Tractor shed or landmark of Irish modernism?
St Brendan’s school in Birr has won a Getty Foundation preservation-study grant
St Brendan’s Community School: from an era when Modernist structures popped up unexpectedly
We need more homes. We need more schools. Listening to Government apologists, it’s tempting to see these as intractable problems, or issues for that overwhelming (yet nebulous) entity known as “the market” to solve. But, did you know, back in the late 1960s and early 1970s, when Ireland was in a dark economic hole, unlit by memories of booms past or prosperity to come, universal free secondary education was introduced? Alongside this, a visionary building programme saw community schools, of occasionally shocking modernist design, springing up around the country.
If Ireland once had a bad reputation for undervaluing its Georgian heritage, we are at grave risk of doing the same thing today with some of the marvellous examples of modernism that took root from the foundation of the Irish State, and continued for a few decades, to flourish. One such, St Brendan’s Community School in Birr, Co Offaly, has just been awarded a grant from the Getty Foundation’s Keeping It Modern scheme, to research its restoration and preservation.
The grant alumni list is prestigious. Last year, Frank Lloyd Wright’s Price Tower Arts Centre in Oklahoma, USA; and Walter Gropuis’s Bauhaus building in Dessau, Germany, received awards. In 2016, Eileen Gray’s south of France Villa E-1027 headed the list. The Sydney Opera House has also been so celebrated. The Birr school is the first building in Ireland to receive the accolade, alongside this year’s awardees, including the Gateway Arch in St Louis, Missouri by Eero Saarinen; and the Salk Institute in La Jolla California by Louis Kahn.
St Brendan’s isn’t at first, second or even third glance beautiful. So what were the architects trying to do? And why might such a building still matter today?
St Brendan’s, designed by Peter and Mary Doyle, isn’t at first, second (or even third) glance beautiful. It’s a series of interconnecting glass-sided, for want of a better word, “sheds”, that could be small industrial or agricultural premises. The steel-framed structures have corrugated roofing, with breeze block and brick gable ends. So what were the architects trying to do? And why might such a building still matter today?
In an interview with Shane O’Toole (published in The Architecture of Peter and Mary Doyle, Eblana Editions, 1990), Peter quotes one of the teachers at the then-new school announcing: “My father has got a tractor shed like this.” Peter adds that it’s “a valid comment”. “I would say,” he continues, “she is aware of the sources for this building. It is not an unkind remark. Her associations are confused, culturally, because she thinks a school should not look like a tractor shed. And that is the problem of not having a universal language.”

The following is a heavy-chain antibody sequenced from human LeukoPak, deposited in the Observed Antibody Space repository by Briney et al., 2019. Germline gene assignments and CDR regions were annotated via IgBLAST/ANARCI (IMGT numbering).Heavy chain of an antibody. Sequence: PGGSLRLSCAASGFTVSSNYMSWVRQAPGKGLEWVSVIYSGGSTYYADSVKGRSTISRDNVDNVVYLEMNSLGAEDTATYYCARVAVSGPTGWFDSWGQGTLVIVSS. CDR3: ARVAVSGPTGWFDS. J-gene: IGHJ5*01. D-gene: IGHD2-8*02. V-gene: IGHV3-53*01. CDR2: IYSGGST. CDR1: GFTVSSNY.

Arrogance and thinking
The “universal language” he’s referring to is a hangover from earlier eras, when architecture, sculpture and art conformed to the same ideals, and shared symbols, beliefs and patterns. But the way he makes his argument reveals another problem that modernist architecture faced in Ireland: the architects may have travelled (Peter Doyle worked with Ludwig Mies van der Rohe, before returning to Ireland), but Irish people at that time were generally less mobile than they are today, both in physical, practical terms, as well as culturally: neither Ryanair nor the internet existed. And there’s a certain arrogance in Peter the architect’s language, the implication being that it’s the public’s fault for not being au fait with the new architectural thinking he espouses.
“Do you not think people have a right to expect that different building typologies should be immediately recognisable for what they are?” probes O’Toole. “No,” replies Peter, flatly. “The only way you can design a building is not to give it superficial signals to the public . . .” Time proved the Doyles right, as St Brendan’s went on to win the RIAI Gold Medal in 1990, a highly sensible architectural award, in that it is only adjudicated after a building is a decade old; but to a public less well-versed in being blasé to the shock of the new, St Brendan’s was a hard one to swallow.
Superficial signals are one thing, but buildings do register intent. In art galleries, shockingly new work is tamed by being housed in historic edifices, while post-industrial gallery buildings contextualise art as a leisure industry itself. Looked at this way, old-style schools with impressive entrances, and darker classrooms with high windows, imply learning as part of a long tradition of thinking in particular, time-honoured ways; while brighter, more open or more innovative designs open up an underlying vein of possibility, of thinking differently.